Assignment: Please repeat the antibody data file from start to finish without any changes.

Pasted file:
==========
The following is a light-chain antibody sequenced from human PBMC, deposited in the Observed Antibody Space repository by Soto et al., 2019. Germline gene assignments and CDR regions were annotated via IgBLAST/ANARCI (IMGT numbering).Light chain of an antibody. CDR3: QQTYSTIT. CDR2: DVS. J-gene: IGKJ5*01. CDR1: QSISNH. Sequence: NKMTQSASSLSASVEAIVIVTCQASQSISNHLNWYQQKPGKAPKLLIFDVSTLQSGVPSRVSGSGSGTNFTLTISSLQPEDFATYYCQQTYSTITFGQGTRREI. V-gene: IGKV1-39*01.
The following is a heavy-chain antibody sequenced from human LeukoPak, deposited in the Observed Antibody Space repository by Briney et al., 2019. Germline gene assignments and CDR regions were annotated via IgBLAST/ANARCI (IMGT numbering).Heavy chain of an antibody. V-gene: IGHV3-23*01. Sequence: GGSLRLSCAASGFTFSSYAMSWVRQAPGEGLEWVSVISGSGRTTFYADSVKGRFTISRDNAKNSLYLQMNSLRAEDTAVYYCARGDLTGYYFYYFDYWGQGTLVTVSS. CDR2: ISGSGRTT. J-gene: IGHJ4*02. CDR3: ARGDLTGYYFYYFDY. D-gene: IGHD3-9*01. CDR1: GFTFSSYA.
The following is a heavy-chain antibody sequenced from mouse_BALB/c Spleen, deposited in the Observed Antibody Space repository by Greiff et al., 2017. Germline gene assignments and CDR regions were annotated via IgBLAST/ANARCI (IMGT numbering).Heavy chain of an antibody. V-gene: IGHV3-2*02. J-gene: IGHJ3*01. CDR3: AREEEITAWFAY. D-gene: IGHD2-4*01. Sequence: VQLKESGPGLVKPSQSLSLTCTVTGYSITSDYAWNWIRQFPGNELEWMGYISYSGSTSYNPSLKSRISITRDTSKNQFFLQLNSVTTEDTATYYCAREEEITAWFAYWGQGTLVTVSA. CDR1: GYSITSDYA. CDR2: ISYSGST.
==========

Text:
The following is a light-chain antibody sequenced from human PBMC, deposited in the Observed Antibody Space repository by Soto et al., 2019. Germline gene assignments and CDR regions were annotated via IgBLAST/ANARCI (IMGT numbering).Light chain of an antibody. CDR3: QQTYSTIT. CDR2: DVS. J-gene: IGKJ5*01. CDR1: QSISNH. Sequence: NKMTQSASSLSASVEAIVIVTCQASQSISNHLNWYQQKPGKAPKLLIFDVSTLQSGVPSRVSGSGSGTNFTLTISSLQPEDFATYYCQQTYSTITFGQGTRREI. V-gene: IGKV1-39*01.
The following is a heavy-chain antibody sequenced from human LeukoPak, deposited in the Observed Antibody Space repository by Briney et al., 2019. Germline gene assignments and CDR regions were annotated via IgBLAST/ANARCI (IMGT numbering).Heavy chain of an antibody. V-gene: IGHV3-23*01. Sequence: GGSLRLSCAASGFTFSSYAMSWVRQAPGEGLEWVSVISGSGRTTFYADSVKGRFTISRDNAKNSLYLQMNSLRAEDTAVYYCARGDLTGYYFYYFDYWGQGTLVTVSS. CDR2: ISGSGRTT. J-gene: IGHJ4*02. CDR3: ARGDLTGYYFYYFDY. D-gene: IGHD3-9*01. CDR1: GFTFSSYA.
The following is a heavy-chain antibody sequenced from mouse_BALB/c Spleen, deposited in the Observed Antibody Space repository by Greiff et al., 2017. Germline gene assignments and CDR regions were annotated via IgBLAST/ANARCI (IMGT numbering).Heavy chain of an antibody. V-gene: IGHV3-2*02. J-gene: IGHJ3*01. CDR3: AREEEITAWFAY. D-gene: IGHD2-4*01. Sequence: VQLKESGPGLVKPSQSLSLTCTVTGYSITSDYAWNWIRQFPGNELEWMGYISYSGSTSYNPSLKSRISITRDTSKNQFFLQLNSVTTEDTATYYCAREEEITAWFAYWGQGTLVTVSA. CDR1: GYSITSDYA. CDR2: ISYSGST.